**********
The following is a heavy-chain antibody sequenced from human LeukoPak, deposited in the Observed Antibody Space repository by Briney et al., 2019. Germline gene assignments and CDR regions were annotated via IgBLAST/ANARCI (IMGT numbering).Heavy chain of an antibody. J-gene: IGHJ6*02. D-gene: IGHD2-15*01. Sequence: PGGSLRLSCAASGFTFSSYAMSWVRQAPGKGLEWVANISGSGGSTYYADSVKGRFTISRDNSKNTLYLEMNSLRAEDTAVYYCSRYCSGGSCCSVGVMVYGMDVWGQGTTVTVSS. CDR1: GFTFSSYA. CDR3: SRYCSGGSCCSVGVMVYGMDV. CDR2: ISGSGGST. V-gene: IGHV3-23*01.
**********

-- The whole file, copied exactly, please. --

The following is a heavy-chain antibody sequenced from human LeukoPak, deposited in the Observed Antibody Space repository by Briney et al., 2019. Germline gene assignments and CDR regions were annotated via IgBLAST/ANARCI (IMGT numbering).Heavy chain of an antibody. J-gene: IGHJ6*02. D-gene: IGHD2-15*01. Sequence: PGGSLRLSCAASGFTFSSYAMSWVRQAPGKGLEWVANISGSGGSTYYADSVKGRFTISRDNSKNTLYLEMNSLRAEDTAVYYCSRYCSGGSCCSVGVMVYGMDVWGQGTTVTVSS. CDR1: GFTFSSYA. CDR3: SRYCSGGSCCSVGVMVYGMDV. CDR2: ISGSGGST. V-gene: IGHV3-23*01.